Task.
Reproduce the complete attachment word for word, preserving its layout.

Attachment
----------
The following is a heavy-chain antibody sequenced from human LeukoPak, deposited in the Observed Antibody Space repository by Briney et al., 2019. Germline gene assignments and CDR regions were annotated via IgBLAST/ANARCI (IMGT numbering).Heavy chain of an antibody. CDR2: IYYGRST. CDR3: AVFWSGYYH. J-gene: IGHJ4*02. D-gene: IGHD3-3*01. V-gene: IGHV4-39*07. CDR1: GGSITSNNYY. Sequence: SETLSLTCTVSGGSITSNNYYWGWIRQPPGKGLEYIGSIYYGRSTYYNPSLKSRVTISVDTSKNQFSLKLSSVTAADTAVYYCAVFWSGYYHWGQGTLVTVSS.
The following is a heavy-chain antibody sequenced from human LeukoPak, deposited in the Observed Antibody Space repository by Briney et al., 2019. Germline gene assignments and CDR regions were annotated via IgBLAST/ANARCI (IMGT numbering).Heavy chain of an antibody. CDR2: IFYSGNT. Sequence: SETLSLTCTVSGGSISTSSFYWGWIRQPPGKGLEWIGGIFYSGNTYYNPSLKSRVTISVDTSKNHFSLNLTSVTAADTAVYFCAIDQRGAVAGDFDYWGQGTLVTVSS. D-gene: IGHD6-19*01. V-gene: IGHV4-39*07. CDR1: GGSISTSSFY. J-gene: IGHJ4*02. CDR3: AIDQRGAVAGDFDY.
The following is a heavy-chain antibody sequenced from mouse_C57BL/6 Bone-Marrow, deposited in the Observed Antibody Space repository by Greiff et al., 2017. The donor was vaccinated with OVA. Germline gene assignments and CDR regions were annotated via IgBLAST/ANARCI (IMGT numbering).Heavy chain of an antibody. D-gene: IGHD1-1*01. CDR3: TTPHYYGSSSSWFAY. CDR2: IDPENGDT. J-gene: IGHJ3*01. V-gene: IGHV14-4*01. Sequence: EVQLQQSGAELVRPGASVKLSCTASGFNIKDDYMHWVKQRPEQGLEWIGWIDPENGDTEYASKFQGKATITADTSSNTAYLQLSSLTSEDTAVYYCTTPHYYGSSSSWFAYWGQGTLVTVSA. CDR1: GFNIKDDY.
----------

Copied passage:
The following is a heavy-chain antibody sequenced from human LeukoPak, deposited in the Observed Antibody Space repository by Briney et al., 2019. Germline gene assignments and CDR regions were annotated via IgBLAST/ANARCI (IMGT numbering).Heavy chain of an antibody. CDR2: IYYGRST. CDR3: AVFWSGYYH. J-gene: IGHJ4*02. D-gene: IGHD3-3*01. V-gene: IGHV4-39*07. CDR1: GGSITSNNYY. Sequence: SETLSLTCTVSGGSITSNNYYWGWIRQPPGKGLEYIGSIYYGRSTYYNPSLKSRVTISVDTSKNQFSLKLSSVTAADTAVYYCAVFWSGYYHWGQGTLVTVSS.
The following is a heavy-chain antibody sequenced from human LeukoPak, deposited in the Observed Antibody Space repository by Briney et al., 2019. Germline gene assignments and CDR regions were annotated via IgBLAST/ANARCI (IMGT numbering).Heavy chain of an antibody. CDR2: IFYSGNT. Sequence: SETLSLTCTVSGGSISTSSFYWGWIRQPPGKGLEWIGGIFYSGNTYYNPSLKSRVTISVDTSKNHFSLNLTSVTAADTAVYFCAIDQRGAVAGDFDYWGQGTLVTVSS. D-gene: IGHD6-19*01. V-gene: IGHV4-39*07. CDR1: GGSISTSSFY. J-gene: IGHJ4*02. CDR3: AIDQRGAVAGDFDY.
The following is a heavy-chain antibody sequenced from mouse_C57BL/6 Bone-Marrow, deposited in the Observed Antibody Space repository by Greiff et al., 2017. The donor was vaccinated with OVA. Germline gene assignments and CDR regions were annotated via IgBLAST/ANARCI (IMGT numbering).Heavy chain of an antibody. D-gene: IGHD1-1*01. CDR3: TTPHYYGSSSSWFAY. CDR2: IDPENGDT. J-gene: IGHJ3*01. V-gene: IGHV14-4*01. Sequence: EVQLQQSGAELVRPGASVKLSCTASGFNIKDDYMHWVKQRPEQGLEWIGWIDPENGDTEYASKFQGKATITADTSSNTAYLQLSSLTSEDTAVYYCTTPHYYGSSSSWFAYWGQGTLVTVSA. CDR1: GFNIKDDY.